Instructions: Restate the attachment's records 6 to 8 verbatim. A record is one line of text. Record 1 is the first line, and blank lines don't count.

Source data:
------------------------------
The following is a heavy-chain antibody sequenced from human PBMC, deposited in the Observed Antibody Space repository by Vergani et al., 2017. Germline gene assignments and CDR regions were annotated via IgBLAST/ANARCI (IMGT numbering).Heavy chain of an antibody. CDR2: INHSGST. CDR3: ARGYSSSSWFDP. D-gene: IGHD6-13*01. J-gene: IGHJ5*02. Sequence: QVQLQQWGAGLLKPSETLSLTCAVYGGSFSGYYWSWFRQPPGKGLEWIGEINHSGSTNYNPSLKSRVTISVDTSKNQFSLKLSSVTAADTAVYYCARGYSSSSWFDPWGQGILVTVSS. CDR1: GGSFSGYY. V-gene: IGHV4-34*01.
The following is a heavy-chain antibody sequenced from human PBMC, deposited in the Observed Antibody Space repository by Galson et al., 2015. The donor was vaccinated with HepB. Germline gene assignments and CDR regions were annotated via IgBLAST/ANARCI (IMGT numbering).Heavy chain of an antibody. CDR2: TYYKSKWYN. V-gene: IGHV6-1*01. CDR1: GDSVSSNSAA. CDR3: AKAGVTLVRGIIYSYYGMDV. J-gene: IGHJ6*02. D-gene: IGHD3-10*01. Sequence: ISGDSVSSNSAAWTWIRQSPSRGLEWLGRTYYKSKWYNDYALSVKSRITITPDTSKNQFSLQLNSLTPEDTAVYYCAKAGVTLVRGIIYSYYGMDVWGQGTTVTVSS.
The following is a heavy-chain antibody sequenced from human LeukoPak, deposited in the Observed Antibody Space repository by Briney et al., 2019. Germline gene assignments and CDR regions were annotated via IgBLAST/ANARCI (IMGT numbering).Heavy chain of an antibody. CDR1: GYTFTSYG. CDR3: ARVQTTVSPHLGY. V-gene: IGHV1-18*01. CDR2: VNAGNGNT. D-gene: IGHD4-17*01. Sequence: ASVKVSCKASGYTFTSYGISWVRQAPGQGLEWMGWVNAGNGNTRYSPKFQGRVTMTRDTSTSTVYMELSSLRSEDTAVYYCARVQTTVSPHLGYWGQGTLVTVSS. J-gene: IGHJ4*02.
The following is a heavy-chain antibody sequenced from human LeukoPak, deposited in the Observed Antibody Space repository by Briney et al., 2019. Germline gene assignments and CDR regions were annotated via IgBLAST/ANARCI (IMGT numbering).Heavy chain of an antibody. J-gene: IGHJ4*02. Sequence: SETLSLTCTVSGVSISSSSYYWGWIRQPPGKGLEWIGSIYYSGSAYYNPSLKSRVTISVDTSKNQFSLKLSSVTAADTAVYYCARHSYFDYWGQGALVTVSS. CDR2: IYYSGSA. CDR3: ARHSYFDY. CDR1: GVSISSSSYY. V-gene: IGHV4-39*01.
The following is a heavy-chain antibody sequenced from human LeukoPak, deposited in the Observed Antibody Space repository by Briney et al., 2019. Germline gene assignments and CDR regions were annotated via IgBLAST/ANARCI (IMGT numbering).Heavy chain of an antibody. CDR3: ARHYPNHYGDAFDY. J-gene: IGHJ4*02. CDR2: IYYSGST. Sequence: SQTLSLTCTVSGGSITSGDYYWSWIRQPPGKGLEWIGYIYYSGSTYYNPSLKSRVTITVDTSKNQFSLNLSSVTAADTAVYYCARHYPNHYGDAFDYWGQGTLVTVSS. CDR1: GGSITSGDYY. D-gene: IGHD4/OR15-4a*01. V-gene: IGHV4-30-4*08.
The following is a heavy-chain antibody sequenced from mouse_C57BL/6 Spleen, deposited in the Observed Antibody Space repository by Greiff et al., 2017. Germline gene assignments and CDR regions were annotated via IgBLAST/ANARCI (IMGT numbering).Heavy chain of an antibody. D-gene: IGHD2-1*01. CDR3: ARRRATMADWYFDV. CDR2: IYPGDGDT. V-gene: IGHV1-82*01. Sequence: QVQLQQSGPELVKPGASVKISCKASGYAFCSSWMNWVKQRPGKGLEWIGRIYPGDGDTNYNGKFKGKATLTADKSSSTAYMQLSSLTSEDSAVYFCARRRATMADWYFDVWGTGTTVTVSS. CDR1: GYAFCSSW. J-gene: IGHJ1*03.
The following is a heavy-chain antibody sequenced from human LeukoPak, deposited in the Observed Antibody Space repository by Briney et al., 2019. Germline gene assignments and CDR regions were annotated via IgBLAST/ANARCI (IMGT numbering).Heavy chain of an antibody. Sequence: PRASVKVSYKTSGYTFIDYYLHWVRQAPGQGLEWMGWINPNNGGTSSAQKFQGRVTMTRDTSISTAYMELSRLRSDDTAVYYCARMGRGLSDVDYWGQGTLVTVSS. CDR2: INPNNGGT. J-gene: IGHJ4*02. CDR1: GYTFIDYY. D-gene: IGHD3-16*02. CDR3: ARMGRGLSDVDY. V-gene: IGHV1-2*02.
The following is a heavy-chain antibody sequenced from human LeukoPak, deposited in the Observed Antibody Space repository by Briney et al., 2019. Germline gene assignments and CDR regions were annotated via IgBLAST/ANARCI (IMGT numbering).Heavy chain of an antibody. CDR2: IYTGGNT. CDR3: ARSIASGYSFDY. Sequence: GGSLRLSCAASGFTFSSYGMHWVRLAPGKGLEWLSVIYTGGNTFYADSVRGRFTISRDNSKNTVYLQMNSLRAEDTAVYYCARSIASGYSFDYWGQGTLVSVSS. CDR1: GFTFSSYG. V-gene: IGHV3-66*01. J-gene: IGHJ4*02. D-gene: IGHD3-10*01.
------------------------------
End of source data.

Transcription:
The following is a heavy-chain antibody sequenced from mouse_C57BL/6 Spleen, deposited in the Observed Antibody Space repository by Greiff et al., 2017. Germline gene assignments and CDR regions were annotated via IgBLAST/ANARCI (IMGT numbering).Heavy chain of an antibody. D-gene: IGHD2-1*01. CDR3: ARRRATMADWYFDV. CDR2: IYPGDGDT. V-gene: IGHV1-82*01. Sequence: QVQLQQSGPELVKPGASVKISCKASGYAFCSSWMNWVKQRPGKGLEWIGRIYPGDGDTNYNGKFKGKATLTADKSSSTAYMQLSSLTSEDSAVYFCARRRATMADWYFDVWGTGTTVTVSS. CDR1: GYAFCSSW. J-gene: IGHJ1*03.
The following is a heavy-chain antibody sequenced from human LeukoPak, deposited in the Observed Antibody Space repository by Briney et al., 2019. Germline gene assignments and CDR regions were annotated via IgBLAST/ANARCI (IMGT numbering).Heavy chain of an antibody. Sequence: PRASVKVSYKTSGYTFIDYYLHWVRQAPGQGLEWMGWINPNNGGTSSAQKFQGRVTMTRDTSISTAYMELSRLRSDDTAVYYCARMGRGLSDVDYWGQGTLVTVSS. CDR2: INPNNGGT. J-gene: IGHJ4*02. CDR1: GYTFIDYY. D-gene: IGHD3-16*02. CDR3: ARMGRGLSDVDY. V-gene: IGHV1-2*02.
The following is a heavy-chain antibody sequenced from human LeukoPak, deposited in the Observed Antibody Space repository by Briney et al., 2019. Germline gene assignments and CDR regions were annotated via IgBLAST/ANARCI (IMGT numbering).Heavy chain of an antibody. CDR2: IYTGGNT. CDR3: ARSIASGYSFDY. Sequence: GGSLRLSCAASGFTFSSYGMHWVRLAPGKGLEWLSVIYTGGNTFYADSVRGRFTISRDNSKNTVYLQMNSLRAEDTAVYYCARSIASGYSFDYWGQGTLVSVSS. CDR1: GFTFSSYG. V-gene: IGHV3-66*01. J-gene: IGHJ4*02. D-gene: IGHD3-10*01.